http://britishlibrary.typepad.co.uk/digitisedmanuscripts/2014/12/an-early-holiday-present-forty-six-new-greek-manuscripts-online.html
http://britishlibrary.typepad.co.uk/digitisedmanuscripts/2014/11/greek-digitisation-project-update-40-manuscripts-newly-uploaded.html
http://britishlibrary.typepad.co.uk/digitisedmanuscripts/2014/10/another-greek-update-forty-six-more-manuscripts-online.html
http://britishlibrary.typepad.co.uk/digitisedmanuscripts/2014/09/forty-four-more-greek-manuscripts-online.html
http://britishlibrary.typepad.co.uk/digitisedmanuscripts/2014/08/twenty-four-more-greek-manuscripts-online.html
http://britishlibrary.typepad.co.uk/digitisedmanuscripts/2014/07/thirty-three-greek-biblical-manuscripts-added-to-digitised-manuscripts.html
http://britishlibrary.typepad.co.uk/digitisedmanuscripts/2014/03/codex-sinaiticus-added-to-digitised-manuscripts.html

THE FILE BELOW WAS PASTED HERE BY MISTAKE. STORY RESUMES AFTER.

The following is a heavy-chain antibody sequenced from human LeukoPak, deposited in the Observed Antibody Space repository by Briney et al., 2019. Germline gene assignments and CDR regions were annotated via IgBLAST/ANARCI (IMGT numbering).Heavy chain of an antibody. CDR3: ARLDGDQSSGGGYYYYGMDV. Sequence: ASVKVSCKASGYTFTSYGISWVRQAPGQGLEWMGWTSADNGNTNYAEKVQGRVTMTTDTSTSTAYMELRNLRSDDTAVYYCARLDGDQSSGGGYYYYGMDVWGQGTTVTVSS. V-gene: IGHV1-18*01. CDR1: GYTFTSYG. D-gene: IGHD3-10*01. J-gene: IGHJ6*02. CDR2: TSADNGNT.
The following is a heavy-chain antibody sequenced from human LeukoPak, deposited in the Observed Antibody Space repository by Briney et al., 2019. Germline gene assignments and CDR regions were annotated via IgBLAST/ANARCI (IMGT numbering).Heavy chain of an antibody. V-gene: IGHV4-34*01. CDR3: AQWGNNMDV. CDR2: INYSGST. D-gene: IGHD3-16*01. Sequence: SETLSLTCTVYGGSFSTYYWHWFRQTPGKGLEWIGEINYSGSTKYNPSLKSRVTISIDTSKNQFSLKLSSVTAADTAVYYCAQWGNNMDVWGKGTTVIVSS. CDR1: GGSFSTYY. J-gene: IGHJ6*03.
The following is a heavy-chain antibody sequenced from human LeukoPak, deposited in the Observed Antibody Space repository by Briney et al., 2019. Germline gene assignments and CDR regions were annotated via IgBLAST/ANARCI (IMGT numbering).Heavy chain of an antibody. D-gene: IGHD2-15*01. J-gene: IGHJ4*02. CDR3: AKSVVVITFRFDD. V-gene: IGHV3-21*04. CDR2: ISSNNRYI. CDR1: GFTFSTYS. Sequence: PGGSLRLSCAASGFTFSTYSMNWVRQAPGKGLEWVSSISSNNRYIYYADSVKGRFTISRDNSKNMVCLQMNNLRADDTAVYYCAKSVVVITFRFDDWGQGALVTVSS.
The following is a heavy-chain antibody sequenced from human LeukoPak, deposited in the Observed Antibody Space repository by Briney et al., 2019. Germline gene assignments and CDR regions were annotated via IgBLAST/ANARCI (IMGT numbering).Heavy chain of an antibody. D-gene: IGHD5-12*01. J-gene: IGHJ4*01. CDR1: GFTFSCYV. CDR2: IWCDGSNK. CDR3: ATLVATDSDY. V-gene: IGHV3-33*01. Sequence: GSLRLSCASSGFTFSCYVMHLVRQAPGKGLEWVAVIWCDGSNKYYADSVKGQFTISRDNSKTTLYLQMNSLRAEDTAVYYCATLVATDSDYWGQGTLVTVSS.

http://britishlibrary.typepad.co.uk/digitisedmanuscripts/2013/12/the-constitution-of-athens.html
http://britishlibrary.typepad.co.uk/digitisedmanuscripts/2013/10/precious-papyri.html
http://britishlibrary.typepad.co.uk/digitisedmanuscripts/2013/10/fancy-another-giant-list-of-digitised-manuscript-hyperlinks.html
http://britishlibrary.typepad.co.uk/digitisedmanuscripts/2013/09/the-bounty-of-byzantium.html
http://britishlibrary.typepad.co.uk/digitisedmanuscripts/2013/08/hooray-for-homer.html
http://britishlibrary.typepad.co.uk/digitisedmanuscripts/2012/12/new-testament-from-oldest-complete-bible-available-online.html
http://britishlibrary.typepad.co.uk/digitisedmanuscripts/2012/03/the-theodore-psalter.html
http://britishlibrary.typepad.co.uk/digitisedmanuscripts/2011/12/an-early-christmas-present-.html